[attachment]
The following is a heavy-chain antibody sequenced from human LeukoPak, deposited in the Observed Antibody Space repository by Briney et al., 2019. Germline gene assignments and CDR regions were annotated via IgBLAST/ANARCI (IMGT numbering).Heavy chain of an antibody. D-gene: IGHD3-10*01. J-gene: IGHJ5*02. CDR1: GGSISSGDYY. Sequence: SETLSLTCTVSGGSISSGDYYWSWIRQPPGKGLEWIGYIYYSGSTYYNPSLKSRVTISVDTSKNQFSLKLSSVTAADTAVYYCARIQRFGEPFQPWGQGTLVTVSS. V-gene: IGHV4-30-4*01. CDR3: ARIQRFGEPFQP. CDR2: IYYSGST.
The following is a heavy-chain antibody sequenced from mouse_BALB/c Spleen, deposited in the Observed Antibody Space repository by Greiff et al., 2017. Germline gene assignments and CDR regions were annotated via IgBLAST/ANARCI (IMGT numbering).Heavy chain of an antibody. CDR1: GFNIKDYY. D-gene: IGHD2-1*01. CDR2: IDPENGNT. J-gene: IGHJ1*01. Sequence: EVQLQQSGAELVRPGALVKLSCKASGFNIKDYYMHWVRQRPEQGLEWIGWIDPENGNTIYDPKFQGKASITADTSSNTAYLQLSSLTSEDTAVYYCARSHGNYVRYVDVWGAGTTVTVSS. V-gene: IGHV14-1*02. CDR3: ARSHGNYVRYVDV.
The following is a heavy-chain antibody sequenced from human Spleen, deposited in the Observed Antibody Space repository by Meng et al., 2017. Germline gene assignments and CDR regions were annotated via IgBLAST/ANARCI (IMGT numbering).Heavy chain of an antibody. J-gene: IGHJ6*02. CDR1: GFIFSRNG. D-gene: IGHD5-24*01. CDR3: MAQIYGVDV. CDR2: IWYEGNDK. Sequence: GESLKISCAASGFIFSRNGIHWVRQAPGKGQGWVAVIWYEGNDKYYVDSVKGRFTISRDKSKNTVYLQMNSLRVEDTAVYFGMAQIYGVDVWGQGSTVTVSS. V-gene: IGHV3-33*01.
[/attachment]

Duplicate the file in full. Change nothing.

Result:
The following is a heavy-chain antibody sequenced from human LeukoPak, deposited in the Observed Antibody Space repository by Briney et al., 2019. Germline gene assignments and CDR regions were annotated via IgBLAST/ANARCI (IMGT numbering).Heavy chain of an antibody. D-gene: IGHD3-10*01. J-gene: IGHJ5*02. CDR1: GGSISSGDYY. Sequence: SETLSLTCTVSGGSISSGDYYWSWIRQPPGKGLEWIGYIYYSGSTYYNPSLKSRVTISVDTSKNQFSLKLSSVTAADTAVYYCARIQRFGEPFQPWGQGTLVTVSS. V-gene: IGHV4-30-4*01. CDR3: ARIQRFGEPFQP. CDR2: IYYSGST.
The following is a heavy-chain antibody sequenced from mouse_BALB/c Spleen, deposited in the Observed Antibody Space repository by Greiff et al., 2017. Germline gene assignments and CDR regions were annotated via IgBLAST/ANARCI (IMGT numbering).Heavy chain of an antibody. CDR1: GFNIKDYY. D-gene: IGHD2-1*01. CDR2: IDPENGNT. J-gene: IGHJ1*01. Sequence: EVQLQQSGAELVRPGALVKLSCKASGFNIKDYYMHWVRQRPEQGLEWIGWIDPENGNTIYDPKFQGKASITADTSSNTAYLQLSSLTSEDTAVYYCARSHGNYVRYVDVWGAGTTVTVSS. V-gene: IGHV14-1*02. CDR3: ARSHGNYVRYVDV.
The following is a heavy-chain antibody sequenced from human Spleen, deposited in the Observed Antibody Space repository by Meng et al., 2017. Germline gene assignments and CDR regions were annotated via IgBLAST/ANARCI (IMGT numbering).Heavy chain of an antibody. J-gene: IGHJ6*02. CDR1: GFIFSRNG. D-gene: IGHD5-24*01. CDR3: MAQIYGVDV. CDR2: IWYEGNDK. Sequence: GESLKISCAASGFIFSRNGIHWVRQAPGKGQGWVAVIWYEGNDKYYVDSVKGRFTISRDKSKNTVYLQMNSLRVEDTAVYFGMAQIYGVDVWGQGSTVTVSS. V-gene: IGHV3-33*01.